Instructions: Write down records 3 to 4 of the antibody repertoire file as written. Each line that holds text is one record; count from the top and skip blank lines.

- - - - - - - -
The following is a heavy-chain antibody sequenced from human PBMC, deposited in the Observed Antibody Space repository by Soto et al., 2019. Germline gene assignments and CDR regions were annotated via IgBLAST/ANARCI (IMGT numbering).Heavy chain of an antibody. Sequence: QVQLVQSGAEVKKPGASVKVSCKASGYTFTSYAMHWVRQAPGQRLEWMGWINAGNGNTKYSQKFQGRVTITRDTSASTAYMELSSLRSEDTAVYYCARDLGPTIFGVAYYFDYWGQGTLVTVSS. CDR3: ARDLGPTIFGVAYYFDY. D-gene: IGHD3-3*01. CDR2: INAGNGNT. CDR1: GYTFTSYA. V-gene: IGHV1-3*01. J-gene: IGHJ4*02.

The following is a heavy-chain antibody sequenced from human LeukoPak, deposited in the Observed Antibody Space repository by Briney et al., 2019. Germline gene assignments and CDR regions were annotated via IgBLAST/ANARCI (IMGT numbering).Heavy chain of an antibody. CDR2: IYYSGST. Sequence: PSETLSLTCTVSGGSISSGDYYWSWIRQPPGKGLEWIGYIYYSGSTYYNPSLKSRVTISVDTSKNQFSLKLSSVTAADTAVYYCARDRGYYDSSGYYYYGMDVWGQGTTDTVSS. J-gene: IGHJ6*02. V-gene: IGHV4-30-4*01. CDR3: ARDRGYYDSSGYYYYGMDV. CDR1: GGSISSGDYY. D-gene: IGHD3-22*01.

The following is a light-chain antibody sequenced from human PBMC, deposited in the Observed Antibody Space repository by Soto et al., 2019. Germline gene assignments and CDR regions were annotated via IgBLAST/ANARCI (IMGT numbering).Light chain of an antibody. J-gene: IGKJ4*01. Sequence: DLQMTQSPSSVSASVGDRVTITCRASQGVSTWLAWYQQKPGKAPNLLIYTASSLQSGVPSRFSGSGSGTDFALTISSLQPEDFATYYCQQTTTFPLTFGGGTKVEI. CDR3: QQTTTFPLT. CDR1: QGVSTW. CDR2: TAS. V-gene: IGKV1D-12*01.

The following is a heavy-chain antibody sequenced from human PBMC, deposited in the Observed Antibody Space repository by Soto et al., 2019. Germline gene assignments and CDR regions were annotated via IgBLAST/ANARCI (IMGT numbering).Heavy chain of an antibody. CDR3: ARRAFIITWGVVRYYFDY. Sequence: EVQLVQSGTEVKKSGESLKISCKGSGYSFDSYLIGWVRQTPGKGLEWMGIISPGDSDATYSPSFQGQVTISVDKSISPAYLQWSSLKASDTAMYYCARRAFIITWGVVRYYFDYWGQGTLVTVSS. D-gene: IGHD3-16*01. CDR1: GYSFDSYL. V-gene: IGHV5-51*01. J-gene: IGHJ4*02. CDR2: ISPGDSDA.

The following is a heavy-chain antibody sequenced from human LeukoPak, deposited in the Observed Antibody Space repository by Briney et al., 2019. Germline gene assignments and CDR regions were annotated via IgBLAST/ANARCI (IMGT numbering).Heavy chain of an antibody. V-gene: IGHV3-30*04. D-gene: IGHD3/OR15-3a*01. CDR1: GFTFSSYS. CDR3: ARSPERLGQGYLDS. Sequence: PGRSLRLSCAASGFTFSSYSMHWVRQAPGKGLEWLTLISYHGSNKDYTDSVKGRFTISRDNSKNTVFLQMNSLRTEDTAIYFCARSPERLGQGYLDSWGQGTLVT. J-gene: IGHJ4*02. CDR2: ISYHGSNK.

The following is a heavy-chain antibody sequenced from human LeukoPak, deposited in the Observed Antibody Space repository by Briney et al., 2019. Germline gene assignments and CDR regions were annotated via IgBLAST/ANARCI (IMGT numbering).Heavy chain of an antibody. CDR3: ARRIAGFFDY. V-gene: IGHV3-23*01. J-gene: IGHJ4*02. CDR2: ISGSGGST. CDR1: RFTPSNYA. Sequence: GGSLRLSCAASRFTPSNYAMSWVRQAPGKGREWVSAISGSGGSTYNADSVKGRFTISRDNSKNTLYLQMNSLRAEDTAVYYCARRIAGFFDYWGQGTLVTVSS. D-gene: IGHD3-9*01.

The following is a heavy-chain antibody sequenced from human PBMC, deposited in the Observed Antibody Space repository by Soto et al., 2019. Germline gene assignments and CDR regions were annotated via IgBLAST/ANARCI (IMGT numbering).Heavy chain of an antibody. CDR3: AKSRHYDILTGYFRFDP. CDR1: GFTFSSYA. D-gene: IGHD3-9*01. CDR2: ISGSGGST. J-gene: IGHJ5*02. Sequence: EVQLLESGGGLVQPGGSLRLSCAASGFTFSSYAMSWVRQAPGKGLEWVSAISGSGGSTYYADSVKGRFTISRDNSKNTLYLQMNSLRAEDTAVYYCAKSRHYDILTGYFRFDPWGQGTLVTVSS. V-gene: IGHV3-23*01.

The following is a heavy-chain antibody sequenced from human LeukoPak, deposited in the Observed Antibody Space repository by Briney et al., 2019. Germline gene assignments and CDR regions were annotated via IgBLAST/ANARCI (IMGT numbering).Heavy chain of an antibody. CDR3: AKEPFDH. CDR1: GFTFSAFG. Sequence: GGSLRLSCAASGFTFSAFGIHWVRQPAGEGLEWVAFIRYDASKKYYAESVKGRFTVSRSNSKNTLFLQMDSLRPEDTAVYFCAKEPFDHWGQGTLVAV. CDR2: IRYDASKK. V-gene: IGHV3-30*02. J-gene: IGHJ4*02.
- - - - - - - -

The following is a light-chain antibody sequenced from human PBMC, deposited in the Observed Antibody Space repository by Soto et al., 2019. Germline gene assignments and CDR regions were annotated via IgBLAST/ANARCI (IMGT numbering).Light chain of an antibody. J-gene: IGKJ4*01. Sequence: DLQMTQSPSSVSASVGDRVTITCRASQGVSTWLAWYQQKPGKAPNLLIYTASSLQSGVPSRFSGSGSGTDFALTISSLQPEDFATYYCQQTTTFPLTFGGGTKVEI. CDR3: QQTTTFPLT. CDR1: QGVSTW. CDR2: TAS. V-gene: IGKV1D-12*01.

The following is a heavy-chain antibody sequenced from human PBMC, deposited in the Observed Antibody Space repository by Soto et al., 2019. Germline gene assignments and CDR regions were annotated via IgBLAST/ANARCI (IMGT numbering).Heavy chain of an antibody. CDR3: ARRAFIITWGVVRYYFDY. Sequence: EVQLVQSGTEVKKSGESLKISCKGSGYSFDSYLIGWVRQTPGKGLEWMGIISPGDSDATYSPSFQGQVTISVDKSISPAYLQWSSLKASDTAMYYCARRAFIITWGVVRYYFDYWGQGTLVTVSS. D-gene: IGHD3-16*01. CDR1: GYSFDSYL. V-gene: IGHV5-51*01. J-gene: IGHJ4*02. CDR2: ISPGDSDA.